By ACET Blog: ACET Team originally posted at ACET, Inc. Blog
One of the things that I like best about evaluation is that there’s no specific formula to get the job done, and although there are tried-and-true methods and best practices (like the National Institutes of Health’s Best Practices for Mixed Methods Research in the Health Sciences), evaluators have the ability to be flexible and work with stakeholders to design an efficacious evaluation that meets everyone’s needs.
Even as I enjoy the freedom to tailor evaluations to the needs of clients, I find it helpful to have a set of guidelines or a framework to fall back on. Because I’m trained in public health, my favorite framework – based on familiarity and ease of use – is the Centers for Disease Control and Prevention’s (CDC) Framework for Program Evaluation. The framework organizes the basic steps and standards of program evaluation into an easy to use form:
What I really like about this graphic is the illustration of the program evaluation process as a cyclical process, with the standards at the center of everything. The visual fits my personal beliefs about evaluation: that it should be ongoing and should always revolve around these set standards of practice.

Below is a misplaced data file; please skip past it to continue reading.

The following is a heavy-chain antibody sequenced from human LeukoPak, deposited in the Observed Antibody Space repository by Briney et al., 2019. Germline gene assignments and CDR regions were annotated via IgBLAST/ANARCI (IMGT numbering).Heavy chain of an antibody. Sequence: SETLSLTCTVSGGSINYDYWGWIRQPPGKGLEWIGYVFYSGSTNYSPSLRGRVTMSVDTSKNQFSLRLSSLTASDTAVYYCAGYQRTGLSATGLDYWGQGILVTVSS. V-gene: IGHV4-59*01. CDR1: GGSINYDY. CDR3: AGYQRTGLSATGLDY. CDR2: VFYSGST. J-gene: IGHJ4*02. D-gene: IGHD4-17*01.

As far as the listed standards, these groupings include 30 sub-standards set in place by the Joint Committee on Standards for Educational Evaluation.
I strive to keep them in mind throughout the evaluation process and while connecting with clients and program stakeholders:
- Utility standards help to ensure that evaluation results will be useful to stakeholders, and that they fulfill the needs of users.
- Feasibility standards are in place to help evaluators design an evaluation that is “realistic, prudent, diplomatic and frugal.”
- Propriety standards concern legal and ethical aspects of evaluation and research, as well as ensure that the welfare of those involved in the evaluation (or who stand to be affected by the results) is protected.
- Accuracy standards ensure that evaluation results will present an accurate picture of the program and its operations, especially any features that help to determine the “worth or merit” of the program.
While there’s no real benefit to using this framework over another, and many organizations develop their own framework or set of guidelines for evaluation, I find the CDC framework incredibly useful in guiding my evaluation work. Additionally, I believe that the focus on the standards of evaluation helps to promote transparency, which is a fundamental method of operation here at ACET.
What do you think of the CDC’s framework? Is it too simple? Too convoluted? Does it help you better visualize the evaluation process? We’d love to hear your reactions in the comments!
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